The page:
10. Give yourself a day. Give yourself a day to just be. Don’t schedule a single thing. It’s your day. You’ve earned it. I mean this. As important as it is to show gratitude for the air you breathe, the people you spend time with, the roof over your head, and the health you’ve been blessed with—it’s equally as important that you show gratitude towards yourself—for the hard work you’ve put toward the happy, healthy, filled life you are living. It’s easy to get caught up in what’s next–To forget to embrace the moment. But embrace the moment—be grateful for the moment. Be grateful for yourself.

I’ve got 99 hobbies…

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AND PAINT YOUR OWN POTTERY IS ONE!

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Elissa is standing on the steps to the 2 train, in Park Slope. I try to hurry her but she is busy sending pictures of the tiny clay dragon she’s just painted to resemble the dragon from Game of Thrones. She reprimands me for rushing her, and giggles, “Isn’t THIS what hobby hoarding is all about? Getting excited about what you are about to do and excited about what you’ve accomplished?”

“Touche,” I laugh back. “You’re right.”

——————-

I met Elissa a little under a year ago when I worked on a new television series for Investigation Discovery. After a few weeks there, Elissa had taken me under her wing. We tagged team stories for our new show, compiled research packets and booked interview guests. Around one month in, Elissa started to check out The Hobby Hoarder project. Then one day she told me she wanted to do a hobby–but a creative one, an artsy one, and so I promised her we could.

Four months later, it was my last day on the show–and we hadn’t yet hobbied! Upset with myself for not scheduling a hobby together before I left on my road trip, I promised her that when I got back–we could do that creative hobby she wanted to do.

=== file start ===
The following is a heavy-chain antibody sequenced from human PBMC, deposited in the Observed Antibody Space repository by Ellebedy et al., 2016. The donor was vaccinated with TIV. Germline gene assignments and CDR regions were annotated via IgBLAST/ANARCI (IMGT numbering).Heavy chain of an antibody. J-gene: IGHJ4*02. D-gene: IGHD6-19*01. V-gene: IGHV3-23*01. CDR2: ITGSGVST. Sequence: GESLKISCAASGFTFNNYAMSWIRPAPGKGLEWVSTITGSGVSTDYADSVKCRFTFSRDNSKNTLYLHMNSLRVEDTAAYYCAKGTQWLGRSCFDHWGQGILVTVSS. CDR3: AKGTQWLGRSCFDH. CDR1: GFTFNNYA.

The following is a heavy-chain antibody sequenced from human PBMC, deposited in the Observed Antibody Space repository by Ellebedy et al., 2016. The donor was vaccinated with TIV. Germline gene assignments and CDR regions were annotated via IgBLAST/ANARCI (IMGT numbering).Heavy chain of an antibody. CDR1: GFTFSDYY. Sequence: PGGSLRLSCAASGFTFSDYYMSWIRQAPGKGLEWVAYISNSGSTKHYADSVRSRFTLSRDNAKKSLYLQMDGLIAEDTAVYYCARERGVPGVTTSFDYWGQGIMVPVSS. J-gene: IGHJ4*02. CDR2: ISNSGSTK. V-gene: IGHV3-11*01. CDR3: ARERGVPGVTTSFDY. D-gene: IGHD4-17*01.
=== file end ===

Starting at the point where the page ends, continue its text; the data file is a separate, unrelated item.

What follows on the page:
A month ago, we met up for a television premiere of an episode of the series we worked on (Deadly Devotion), and I told her that I was coming up on hobby 100, but that we still needed to do our hobby! So we began brainstorming hobbies. Then she had an epiphany–she wanted our hobby to be the 99th hobby — and then joked that I should call the blog post “I’ve got 99 hobbies…”

I laughed. And then promised I would call the post, “I’ve got 99 hobbies.”

The following day, I Googled creative hobbies around the city, and found “Paint Your Own Pottery.” I sent Elissa links and dates we could do it. Finally, we were ready to do the hobby together that we planned so long ago.

 I crossed my fingers that nothing would interfere with our paint your own pottery outing, and except for a small hiccup in having to change the day to one day earlier–nothing interfered at all. Phew.

So just over a week ago, Elissa and I headed to the Painted Pot in Park Slope, Brooklyn for our adventure. Upon arriving at the store, we were immediately floored with all the options of what we could paint.

“Lanterns and kettles, and plates, OH MY,” I exclaimed in my head.